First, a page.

Materials are described as intelligent if they carry their properties such as quality and
manufacturing steps with them in a data storage system (chip). Via Radio Frequency
Identification (RFID) technologies these materials can navigate their way through the
Industry 4.0: From vision to Implementation
manufacturing process practically independently. CPS systems and materials
coordinate capacity needs and offers over a quasi-marketplace. Should a CPS
suddenly fail, then another system can automatically take over the function and the
system organises the flow of materials itself independently.
The organisational driver for business management is the ability of a factory to self-
organise virtually without human input. This is a form of extreme decentralisation. In
the last 40 years a trend towards decentralising factory control has been clearly
recognisable and this is now being pushed to the extreme. Up till the 1980s a
centralised approach was dominant: production orders were defined by a centralised
planning process leading, in turn, to these being completed in the factory. A wide
variety of interruptions in the factory led to plans becoming almost immediately out-
of-date rendering the centralised approach a failure. As a next step the factory was
split into smaller organisational units (production islands, control station areas,
flexible production systems, and handling centres) which afforded a certain degree of
autonomy. End-to-end self-control of the production process is the logical
consequence of this development. If all the elements contributing to a system
understand their status, and the demands of the task at hand are known, then
algorithms can provide the solution to the problem of coordination.
In an expanded function, self-organisation leads to self-optimisation. If, for example,
it is recognised that part of a machine has become worn, then production
components for which the condition of the machine is sufficient can be allocated
The high flexibility of CPS makes possible the strong individualisation of the
manufacturing process as the changeover of system processes takes place with no
loss of time and therefore also with no costs. For this reason, the long discussed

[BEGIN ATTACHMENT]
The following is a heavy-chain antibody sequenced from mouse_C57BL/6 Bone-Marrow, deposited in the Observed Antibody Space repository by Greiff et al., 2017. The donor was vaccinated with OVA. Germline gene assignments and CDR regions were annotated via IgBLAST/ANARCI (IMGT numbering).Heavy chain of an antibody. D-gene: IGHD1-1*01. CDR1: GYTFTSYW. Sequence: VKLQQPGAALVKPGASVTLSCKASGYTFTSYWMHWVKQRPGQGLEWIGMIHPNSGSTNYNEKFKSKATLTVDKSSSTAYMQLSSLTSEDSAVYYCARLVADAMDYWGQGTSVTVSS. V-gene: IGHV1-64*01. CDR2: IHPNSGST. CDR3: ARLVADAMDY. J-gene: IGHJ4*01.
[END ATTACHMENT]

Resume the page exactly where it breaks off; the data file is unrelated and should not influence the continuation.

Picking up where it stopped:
manufacture of quantities with batch size 1 is possible at the cost of mass production.
A further significant technology is the cost effective storability of mass data in the
production process (big data), made possible by price reductions in storage media
and new “in memory” database technologies (the saving of data in the computer’s
memory and not in external storage mediums, thus the term “in-memory”). Sensors
Industry 4.0: From vision to Implementation
measure the condition of machines, materials and production peripherals in real time.
Analytical evaluation processes should not only explain past performance, rather
they should use actual conditions to trigger immediate action and, beyond this, give
indications of expected future system performance. The best known example is that
of predictive maintenance in which the current performance of the system points
towards abnormalities leading, for example, to the advice that a particular component
may need to be replaced in the near future.
The grade of fineness in data collection is as good as user-definable in its degree of
sophistication. Thus, per machine, for example a turbine or a compressor, 100-200
measuring points can be defined which can be queried in real time. The data volume
to be processed is then correspondingly high.
In Figure 1 a sample of the energy consumption of a machine over a period of many
seconds is provided. Through real time analysis, it can be determined whether the
system, through irregular energy consumption, requires any maintenance.
Collectively, the combination of technologies is leading to the vision of a factory able
to control itself in real time.
An intermediate level is currently provided by so-called Manufacturing Execution
Systems (MES) that serve as an intermediate layer between the factory and the
upper parts of the Y model and are responsible for the filtering and compression of
data. It is to be expected that hierarchical approaches will disappear more and more
and that all components of an industrial operation will communicate directly with each
This certainly increases the complexity of the entire system immensely so that the
end-to-end realisation of the vision of a smart factory should be viewed with caution.
It should be remembered that 30 years ago, during the discussion around CIM
concepts, the intrinsically and logically sensible concepts quickly fell into disrepute
due to their high costs or lack of any possibility to implement them. For this reason
the smart factory should by all means be defined as a target, but one accompanied
by realistic implementation steps. This point will be revisited in Section 3.
Industry 4.0: From vision to Implementation
II. Product view
The upper right hand side of the Y model shows product development as well as the
development of closely related services.
The strong flexibility of the manufacturing process up to batch size 1 manufacturing
demands the stronger individualisation of product development. This can bring
competitive advantages and thus yield the benefits of factory automation.
Specifically, this means that the number of product variations can be increased right
up to the completely individual production for a client. This is shown graphically in
Figure 1 though the individual production of a running shoe for a client. This can lead
to far-reaching consequences. As a rule, customers do not want to wait long for their
product, so individualisation demands that the production location needs to move
closer to where the client is. In other words, the individual design of a running shoe is